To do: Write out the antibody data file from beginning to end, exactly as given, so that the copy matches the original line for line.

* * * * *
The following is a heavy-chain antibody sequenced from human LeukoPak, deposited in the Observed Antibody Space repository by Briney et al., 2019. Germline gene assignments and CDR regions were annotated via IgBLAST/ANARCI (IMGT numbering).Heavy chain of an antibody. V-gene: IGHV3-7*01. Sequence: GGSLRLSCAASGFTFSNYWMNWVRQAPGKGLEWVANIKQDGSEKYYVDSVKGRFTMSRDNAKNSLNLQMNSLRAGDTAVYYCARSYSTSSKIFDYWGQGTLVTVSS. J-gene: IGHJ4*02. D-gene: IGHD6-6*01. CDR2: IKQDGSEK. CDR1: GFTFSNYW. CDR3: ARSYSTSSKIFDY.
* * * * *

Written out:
The following is a heavy-chain antibody sequenced from human LeukoPak, deposited in the Observed Antibody Space repository by Briney et al., 2019. Germline gene assignments and CDR regions were annotated via IgBLAST/ANARCI (IMGT numbering).Heavy chain of an antibody. V-gene: IGHV3-7*01. Sequence: GGSLRLSCAASGFTFSNYWMNWVRQAPGKGLEWVANIKQDGSEKYYVDSVKGRFTMSRDNAKNSLNLQMNSLRAGDTAVYYCARSYSTSSKIFDYWGQGTLVTVSS. J-gene: IGHJ4*02. D-gene: IGHD6-6*01. CDR2: IKQDGSEK. CDR1: GFTFSNYW. CDR3: ARSYSTSSKIFDY.